I believe that I can have breath in my lungs but no life in my body. Looking back into my past I can point out which seasons of my life I spent actually living and which I spent faking it. When I ask myself what living means, it’s impossible for me to narrow it down to one phrase or one sentence. Living is making choices that aren’t decided based on fear, self doubt or peer pressure. It is when I act out what I truly feel and not what I think others want me to act out or feel. Going through each day without regrets, having joy in whatever life deals me, wanting the best for myself and others and never giving up on my dreams is what truly existing is about. Living means loving like it’s the last day of your life. This is what we were all created for.
Not too long ago, I went through a time period in my life where I was dead. I became really good at slipping into the routine of everyday life. My relationships with my friends and my family became dull and fake. I was in the game, but without purpose or destination and I was numb to emotions and feelings. For me, life was like I had spilt hot chocolate on white pants; annoying and embarrassing. Not knowing what a valid life was like, I didn’t understand that I was dead because it felt normal to feel worthless and useless. When I examine the life that I knew, I see that unquestionable life was staring me right in the face the whole time and I didn’t even realize it. About two and half years ago, I was awakened to that vital spark. It was ironic because along the way, I tasted death as well.
Summer camps are something I remember from my childhood. They are the cabin pranks, the late nights and the nasty food. That summer, I had been dragged to a youth group summer camp by my mom. I was totally against it the whole way, thinking I was too old to be going to a church camp. Getting there I realized I knew no one and I had no friends. But what I didn’t realize was that death and life where both knocking at the door of my heart, waiting for either an invitation or a refusal. That first night was the first time that I became really aware of the reality of death. Death was no longer what was to come when I got old or when I made a stupid decision, it was the stage that my heart was in at that very moment. Thankfully, that night I was introduced to my Savior. I experienced the truth for the first time in my whole life. It was then that I understood that you could have breath in your lungs but no life in your body. Before, my life had been defined by selfishness and what I wanted. That night, my perspective was changed and I saw that it wasn’t about me.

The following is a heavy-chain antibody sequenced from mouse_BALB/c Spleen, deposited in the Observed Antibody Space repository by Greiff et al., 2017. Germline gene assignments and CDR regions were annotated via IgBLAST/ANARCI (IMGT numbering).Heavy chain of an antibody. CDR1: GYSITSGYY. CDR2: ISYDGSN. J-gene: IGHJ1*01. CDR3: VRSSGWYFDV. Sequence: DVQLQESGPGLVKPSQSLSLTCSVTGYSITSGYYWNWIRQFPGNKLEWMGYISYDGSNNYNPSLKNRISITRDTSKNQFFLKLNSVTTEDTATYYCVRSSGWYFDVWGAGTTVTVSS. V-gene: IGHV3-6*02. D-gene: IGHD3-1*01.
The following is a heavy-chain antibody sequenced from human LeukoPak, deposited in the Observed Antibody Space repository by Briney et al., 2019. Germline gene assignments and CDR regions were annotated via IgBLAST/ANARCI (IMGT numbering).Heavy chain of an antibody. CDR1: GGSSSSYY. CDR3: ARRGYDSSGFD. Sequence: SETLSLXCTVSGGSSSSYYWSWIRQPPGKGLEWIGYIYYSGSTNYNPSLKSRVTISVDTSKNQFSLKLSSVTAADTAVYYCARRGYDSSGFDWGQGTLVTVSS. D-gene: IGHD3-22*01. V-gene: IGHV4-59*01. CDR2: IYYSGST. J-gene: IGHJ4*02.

I said that I had tasted death and I had. Probably not in the way one would think but none the less, I had a choice to make: I could both deny true life and become another casualty or I could embrace real life and put death behind me. I chose the vigor and zeal that Christ offered to me and decided to put the grave underneath the ground where it belonged. Naturally, it was easy to make that choice but it’s not something that I was automatically good at. Still today there are times where I choose death over Christ, weather by the way I choose to talk or the things I do that I know are wrong. I also know that authentic salvation takes practice and when I do make mistakes, I can move on and learn from them. I don’t have to wallow in shame or guilt because I know I have been forgiven by Jesus. Extraordinary grace has been given to me by an extraordinary God.
This is why I believe that I can have breath in my lungs but no life in my body. Ultimately the choice is mine; would I rather have a fake life that means nothing? Would I settle for routine and the boredom that follows? I know what death feels like and I know how fast I can get myself there. Instead I choose to live purely and rightfully. I will always be imperfect but I know that when I put Jesus above everything else, the good work that was started in me will be finished and that is what I strive for.